Lust, Caution is a 55-page long story about a beautiful young Chinese student Wang Chia Chi who gets caught up in a web of deceit and conspiracy during the second World War. As a central character, she plays a key part in an assassination plot against a Japanese conspirator, a certain Mr. Yee, whom she must seduce and lead to his demise.
The novella, which reportedly took the author 20 years to complete, is agonizingly short and should, by all means, fail to covey the complexity of the plot that it has set out to unravel. However, I was quite surprised to find myself engrossed in the story for the entire while it took for me to read the book, which centers around a small radicalist group of students from Canton, displaced by the war and find refuge in Hong Kong . While there, they devise a way to put a spoke on the wheels of a deal to form collaborative government between China and their oppressor, Japan. The group resolves to stage the seduction of a government minister Mr. Yee by their star actress (Chia Chi), who poses as a young wife of a Hong Kong merchant, who is in fact one of her classmates. They succeed in making a connection with Mrs. Yee (Yee Tai Tai), but the first attempt fails to gain momentum, and fails. The group disbands but finds a new contact when they return to China. They regroup, setting to motion the second act of the play.
While most novels take their sweet time laying out the groundwork for stories of conspiracy such as this one, Lust, Caution manages to keep the frivolities to a minimum without having to compromise the storytelling aspect of the book. While it was short, the story managed to convey clearly the contrast between the lives of those in power and those who are part of the struggle in a simple but brusque manner. It also makes the dangers of the mission more imminent as Chia Chi is living directly under the roof of their target, but justifies the need to see it through.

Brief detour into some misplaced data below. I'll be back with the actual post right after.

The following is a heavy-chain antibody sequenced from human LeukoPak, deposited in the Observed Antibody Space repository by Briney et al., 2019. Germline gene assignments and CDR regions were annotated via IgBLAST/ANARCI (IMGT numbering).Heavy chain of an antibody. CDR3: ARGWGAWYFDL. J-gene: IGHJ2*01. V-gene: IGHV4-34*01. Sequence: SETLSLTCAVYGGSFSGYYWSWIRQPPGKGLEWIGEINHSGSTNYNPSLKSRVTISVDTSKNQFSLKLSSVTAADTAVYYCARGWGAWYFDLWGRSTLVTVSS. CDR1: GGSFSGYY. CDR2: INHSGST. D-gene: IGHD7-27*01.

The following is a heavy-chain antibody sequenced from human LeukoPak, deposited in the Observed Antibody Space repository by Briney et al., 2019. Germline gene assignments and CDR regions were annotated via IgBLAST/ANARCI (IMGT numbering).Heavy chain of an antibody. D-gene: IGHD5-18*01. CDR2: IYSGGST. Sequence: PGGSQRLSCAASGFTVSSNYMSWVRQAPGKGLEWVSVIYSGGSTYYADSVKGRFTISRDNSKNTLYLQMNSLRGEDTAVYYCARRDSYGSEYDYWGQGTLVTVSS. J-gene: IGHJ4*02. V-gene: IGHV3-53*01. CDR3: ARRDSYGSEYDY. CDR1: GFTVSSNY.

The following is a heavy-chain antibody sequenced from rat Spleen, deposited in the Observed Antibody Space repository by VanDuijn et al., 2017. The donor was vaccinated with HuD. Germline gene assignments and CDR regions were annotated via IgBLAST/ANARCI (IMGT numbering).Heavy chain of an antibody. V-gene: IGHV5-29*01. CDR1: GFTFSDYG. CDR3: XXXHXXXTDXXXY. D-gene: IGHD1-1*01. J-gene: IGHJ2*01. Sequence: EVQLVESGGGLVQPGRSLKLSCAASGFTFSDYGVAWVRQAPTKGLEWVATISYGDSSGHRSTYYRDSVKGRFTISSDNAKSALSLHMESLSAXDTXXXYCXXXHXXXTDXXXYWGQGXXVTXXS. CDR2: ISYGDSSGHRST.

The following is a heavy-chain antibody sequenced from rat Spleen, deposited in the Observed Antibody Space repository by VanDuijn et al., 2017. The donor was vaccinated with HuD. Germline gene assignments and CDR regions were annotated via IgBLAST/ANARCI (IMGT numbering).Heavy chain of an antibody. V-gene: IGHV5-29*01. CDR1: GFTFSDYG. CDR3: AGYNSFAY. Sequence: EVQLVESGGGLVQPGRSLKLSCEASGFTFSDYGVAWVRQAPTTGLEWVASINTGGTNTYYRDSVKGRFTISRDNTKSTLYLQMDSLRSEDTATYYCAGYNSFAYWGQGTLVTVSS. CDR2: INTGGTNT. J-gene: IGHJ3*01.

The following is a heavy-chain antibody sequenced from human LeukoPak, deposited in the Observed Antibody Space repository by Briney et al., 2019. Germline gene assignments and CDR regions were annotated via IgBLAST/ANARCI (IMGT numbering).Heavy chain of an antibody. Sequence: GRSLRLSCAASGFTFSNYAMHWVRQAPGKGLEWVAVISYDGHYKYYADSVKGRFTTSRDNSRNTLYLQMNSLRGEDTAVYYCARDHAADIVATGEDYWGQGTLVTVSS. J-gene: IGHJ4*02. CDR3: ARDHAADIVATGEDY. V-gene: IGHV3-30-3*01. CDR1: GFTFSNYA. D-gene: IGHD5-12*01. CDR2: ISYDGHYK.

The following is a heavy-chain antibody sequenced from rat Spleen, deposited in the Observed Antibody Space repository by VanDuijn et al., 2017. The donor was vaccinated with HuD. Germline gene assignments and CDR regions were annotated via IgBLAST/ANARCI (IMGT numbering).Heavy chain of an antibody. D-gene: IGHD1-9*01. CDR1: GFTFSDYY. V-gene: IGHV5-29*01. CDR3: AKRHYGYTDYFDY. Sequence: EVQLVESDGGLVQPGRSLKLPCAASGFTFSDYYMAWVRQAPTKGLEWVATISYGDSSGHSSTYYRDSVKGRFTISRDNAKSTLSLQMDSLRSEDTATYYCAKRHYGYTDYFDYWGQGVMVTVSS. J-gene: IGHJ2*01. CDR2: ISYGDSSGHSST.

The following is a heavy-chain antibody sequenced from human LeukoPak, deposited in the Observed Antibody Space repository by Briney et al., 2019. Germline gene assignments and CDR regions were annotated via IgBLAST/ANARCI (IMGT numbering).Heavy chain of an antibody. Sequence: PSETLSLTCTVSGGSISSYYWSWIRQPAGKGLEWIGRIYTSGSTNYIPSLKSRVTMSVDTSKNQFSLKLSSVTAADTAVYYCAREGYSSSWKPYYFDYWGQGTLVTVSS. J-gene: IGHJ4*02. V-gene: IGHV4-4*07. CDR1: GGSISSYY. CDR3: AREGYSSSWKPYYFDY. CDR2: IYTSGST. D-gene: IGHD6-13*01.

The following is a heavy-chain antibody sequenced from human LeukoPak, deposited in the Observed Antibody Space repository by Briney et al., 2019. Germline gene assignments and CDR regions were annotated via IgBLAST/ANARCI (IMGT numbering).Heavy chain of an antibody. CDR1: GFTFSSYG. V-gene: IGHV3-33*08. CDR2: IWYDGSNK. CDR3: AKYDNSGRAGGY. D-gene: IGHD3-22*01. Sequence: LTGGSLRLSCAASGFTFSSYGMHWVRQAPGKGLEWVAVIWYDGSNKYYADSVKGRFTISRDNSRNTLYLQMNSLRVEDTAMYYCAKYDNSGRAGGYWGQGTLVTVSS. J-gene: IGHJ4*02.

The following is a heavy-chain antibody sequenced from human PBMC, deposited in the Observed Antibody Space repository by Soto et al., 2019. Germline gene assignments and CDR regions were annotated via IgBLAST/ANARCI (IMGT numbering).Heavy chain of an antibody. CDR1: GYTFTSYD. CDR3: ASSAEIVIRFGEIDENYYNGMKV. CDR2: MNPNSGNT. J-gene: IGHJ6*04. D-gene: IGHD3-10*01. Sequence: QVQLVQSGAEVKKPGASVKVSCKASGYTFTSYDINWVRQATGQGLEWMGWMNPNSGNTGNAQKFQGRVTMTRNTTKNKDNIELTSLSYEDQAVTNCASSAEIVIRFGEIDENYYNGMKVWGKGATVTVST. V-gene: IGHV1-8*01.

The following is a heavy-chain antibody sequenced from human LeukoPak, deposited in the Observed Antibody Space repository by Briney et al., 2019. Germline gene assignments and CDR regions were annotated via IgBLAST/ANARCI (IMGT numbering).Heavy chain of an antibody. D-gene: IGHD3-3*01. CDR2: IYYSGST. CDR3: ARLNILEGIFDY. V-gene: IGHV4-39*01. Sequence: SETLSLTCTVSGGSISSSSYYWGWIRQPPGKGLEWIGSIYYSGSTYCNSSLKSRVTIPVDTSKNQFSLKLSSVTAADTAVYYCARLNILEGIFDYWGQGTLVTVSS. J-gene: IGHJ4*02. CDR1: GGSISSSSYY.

In the telling of the story from a third person perspective, the story succeeds in highlighting the luxuries within the walls of the Yee household and describes the petty worries of the mahjong players (comprised of the wives of the rich and powerful) which revolve mostly around who is buying dinner for the lot, against the secrecy and dangers of the mission the radicalists are embarking. While the atmosphere inside the household was open and the concerns raised by the players are mostly insignificant, the real life Chia Chi is betting more than money in the games, staking her life and her integrity as she becomes a pawn in a bigger cause that even she is not entirely aware of. It clearly depicts the underlying bitterness on her end, as she is forced to make sacrifices for the mission, but is the first to be shunned by her peers for doing her “duty.”
Lust, Caution is a love story of sorts, but in a bittersweet sense. Chia Chi and Mr. Yee make an emotional connection that Chia Chi was not able to realize until the last minute, when each is forced to make a monumental decision that would result in the end for one of them. While it was a work of fiction, it was inspired by the realities of life in the 1940s, and the voice of the author resounds with pain in her honest and gripping take on the time. Lust, Caution is a keeper. And with every re-reading (as I did with some parts already), I suspect that it will reveal its brilliance even more. It is a story that haunts its readers, nags at their conscience and pulls at their heartstrings for a great longer time that it takes to finish the story. Now, I can’t wait to see the movie directed by Ang Lee a few years back.